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April 22, 2019

1976: The year that tilted the Academy Awards toward realism

February 8, 2019
Stallone, Sylvester in ‘Rocky (Getty Images)

Change was in the air, even 200 years after America’s hard-fought battle for independence.

While the nation was in the midst of its bicentennial, a discernible shift in film had furtively invaded movie theaters.

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The year was 1976, and the country was still reeling amid a recession stoked by the 1973-74 stock market crash. The unemployment rate in 1975 was high as 9% and the two-year recession that began in 1973 led to the loss of more than 2 million jobs.

Two years after Richard Nixon’s resignation came Jimmy Carter’s surprising election victory — and a sense of a new-era revolution. And nowhere was that more prevalent than in the 1976 crop of the Academy Awards’ Best Picture nominees.

While the previous year saw the likes of 18th-century costume drama “Barry Lyndon” and crowd-pleaser “Jaws” among the big-name contenders, the 49th Academy Awards’ five nominees mirrored Americans’ sense of disillusionment, fear, anger — and hope.

These five movies not only channeled the pent-up frustrations of an unfettered populace, they represented a new direction in filmmaking — one that would capture the tangibility of a grittier authenticity and usher in a new brand of neo-realism.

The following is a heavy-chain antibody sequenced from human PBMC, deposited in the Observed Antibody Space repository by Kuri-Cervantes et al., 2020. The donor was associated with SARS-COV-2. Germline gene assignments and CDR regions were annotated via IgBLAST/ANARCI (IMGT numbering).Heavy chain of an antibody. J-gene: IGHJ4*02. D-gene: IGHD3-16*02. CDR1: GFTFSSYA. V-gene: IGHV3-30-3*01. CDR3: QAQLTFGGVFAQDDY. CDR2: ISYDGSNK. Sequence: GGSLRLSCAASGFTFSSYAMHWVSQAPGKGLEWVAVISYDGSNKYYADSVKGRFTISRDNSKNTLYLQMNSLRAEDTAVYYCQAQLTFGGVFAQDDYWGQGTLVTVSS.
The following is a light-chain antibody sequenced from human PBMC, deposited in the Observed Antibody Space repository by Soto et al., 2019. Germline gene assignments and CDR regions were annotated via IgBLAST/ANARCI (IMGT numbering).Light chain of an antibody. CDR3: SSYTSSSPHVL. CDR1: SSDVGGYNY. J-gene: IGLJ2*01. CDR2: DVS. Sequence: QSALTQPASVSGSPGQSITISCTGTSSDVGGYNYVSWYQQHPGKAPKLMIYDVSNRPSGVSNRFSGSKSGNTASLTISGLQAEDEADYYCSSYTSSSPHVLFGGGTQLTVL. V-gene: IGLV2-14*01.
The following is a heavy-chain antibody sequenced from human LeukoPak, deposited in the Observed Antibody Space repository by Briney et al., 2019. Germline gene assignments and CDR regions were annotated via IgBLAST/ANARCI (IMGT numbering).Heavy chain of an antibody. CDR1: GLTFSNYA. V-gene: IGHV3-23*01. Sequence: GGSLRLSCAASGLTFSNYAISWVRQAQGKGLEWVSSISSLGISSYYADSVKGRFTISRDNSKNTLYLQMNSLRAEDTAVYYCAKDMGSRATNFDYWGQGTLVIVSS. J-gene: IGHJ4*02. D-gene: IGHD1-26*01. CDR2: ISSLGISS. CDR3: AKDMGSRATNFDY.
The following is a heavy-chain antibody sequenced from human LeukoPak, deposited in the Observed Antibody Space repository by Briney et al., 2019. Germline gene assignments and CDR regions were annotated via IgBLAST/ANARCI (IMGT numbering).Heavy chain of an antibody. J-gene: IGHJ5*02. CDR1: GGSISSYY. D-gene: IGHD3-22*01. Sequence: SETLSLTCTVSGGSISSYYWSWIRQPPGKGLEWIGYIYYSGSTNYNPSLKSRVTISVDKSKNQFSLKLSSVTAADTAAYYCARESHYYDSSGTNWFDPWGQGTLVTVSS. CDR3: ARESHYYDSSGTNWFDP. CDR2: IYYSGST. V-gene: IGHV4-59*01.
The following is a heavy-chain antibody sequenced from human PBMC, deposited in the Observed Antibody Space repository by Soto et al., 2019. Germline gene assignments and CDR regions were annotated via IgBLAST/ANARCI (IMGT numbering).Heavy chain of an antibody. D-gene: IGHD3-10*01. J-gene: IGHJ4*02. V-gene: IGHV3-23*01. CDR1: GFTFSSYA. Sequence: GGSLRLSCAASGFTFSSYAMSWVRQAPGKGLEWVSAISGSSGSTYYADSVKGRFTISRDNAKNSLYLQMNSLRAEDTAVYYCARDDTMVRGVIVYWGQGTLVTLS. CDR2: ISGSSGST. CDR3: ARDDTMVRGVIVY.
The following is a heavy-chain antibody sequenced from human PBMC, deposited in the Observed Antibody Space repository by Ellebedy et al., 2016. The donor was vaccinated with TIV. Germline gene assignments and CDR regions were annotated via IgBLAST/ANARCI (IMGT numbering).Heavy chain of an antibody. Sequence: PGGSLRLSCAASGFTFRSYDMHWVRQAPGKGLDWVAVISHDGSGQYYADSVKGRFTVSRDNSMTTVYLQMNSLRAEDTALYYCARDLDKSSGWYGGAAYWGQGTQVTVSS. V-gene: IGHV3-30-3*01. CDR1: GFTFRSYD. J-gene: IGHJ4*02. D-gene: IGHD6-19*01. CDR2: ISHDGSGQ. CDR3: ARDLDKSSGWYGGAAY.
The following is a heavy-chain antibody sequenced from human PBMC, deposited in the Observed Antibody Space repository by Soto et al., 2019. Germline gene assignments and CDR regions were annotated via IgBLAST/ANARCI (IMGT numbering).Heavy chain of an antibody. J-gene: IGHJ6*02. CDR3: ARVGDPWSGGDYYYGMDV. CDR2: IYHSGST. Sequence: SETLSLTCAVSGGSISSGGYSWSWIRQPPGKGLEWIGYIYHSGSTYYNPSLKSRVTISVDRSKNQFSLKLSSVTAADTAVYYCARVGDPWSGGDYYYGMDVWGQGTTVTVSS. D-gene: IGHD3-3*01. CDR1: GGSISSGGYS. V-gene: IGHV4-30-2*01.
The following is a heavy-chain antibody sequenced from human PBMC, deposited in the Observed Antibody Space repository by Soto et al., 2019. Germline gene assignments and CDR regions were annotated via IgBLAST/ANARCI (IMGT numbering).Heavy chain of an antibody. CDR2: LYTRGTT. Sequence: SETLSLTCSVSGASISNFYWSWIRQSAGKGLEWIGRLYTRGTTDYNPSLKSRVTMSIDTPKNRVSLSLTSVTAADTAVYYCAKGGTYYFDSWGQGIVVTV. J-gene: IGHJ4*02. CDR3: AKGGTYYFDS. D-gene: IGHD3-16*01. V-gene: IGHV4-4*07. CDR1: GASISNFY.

“Bound for Glory,” “Network,” “All the President’s Men,” “Taxi Driver” and “Rocky” were 1976’s five Best Picture nominees — a remarkable list of cinematic classics that encapsulate specific historical eras of a displaced America; not to mention, superb films that remain culturally and artistically relevant 43 years later.

Three of the five nominees chronicle the maturation — and in one case, de-evolution — of their protagonists. As Woody Guthrie in Dust Bowl-era Texas, David Carradine channels the folk singer’s physical and spiritual journey that impacted him to create “This Land Is Your Land.” Sylvester Stallone conveyed the American spirit as Rocky Balboa hoping to land his one shot of greatness in “Rocky,” and Travis Bickle, the troubled protagonist of Martin Scorsese’s “Taxi Driver,” blurs the line between hero and villain.

While “Taxi Driver” emphasized the moral decay of New York City in the mid-1970s, “Rocky” director John G. Avildsen emphasized the abject poverty of Philadelphia to echo Balboa’s blue-collar roots while contrasting it to achieving the American Dream by staging the title bout in the city. And then there’s the political morass in Washington caused by the Nixon reign in “All the President’s Men.” “Bound for Glory” paints a glorified version of California that David Carradine’s impoverished Guthrie can’t possibly attain.

Even Paddy Chayefsky’s broadcast news satire “Network,” which foretold of the reality TV a generation before its actual birth, is at its heart a character-driven drama.

From a possible 20 acting nominations, the five films scooped up an incredible total of 13. Not surprisingly, all four winning performances derived from the Best Picture nominees. Jason Robards, channeling real-life Washington Post editor Ben Bradlee, claimed the Best Supporting Actor award for “All the President’s Men.” Peter Finch, Faye Dunaway and Beatrice Straight — playing William Holden’s disgraced wife — claimed the other three acting trophies.

At the end of the 49th Academy Awards ceremony, the films claimed an astounding 13 awards. In addition to the three acting awards, Chayefsky scored an Original Screenplay Oscar. “Rocky” took top honors for Best Picture and Best Director and another for editing. “All the President’s Men” took four awards, including Adapted Screenplay, Art Direction and Sound. Only “Taxi Driver” went home with no hardware.

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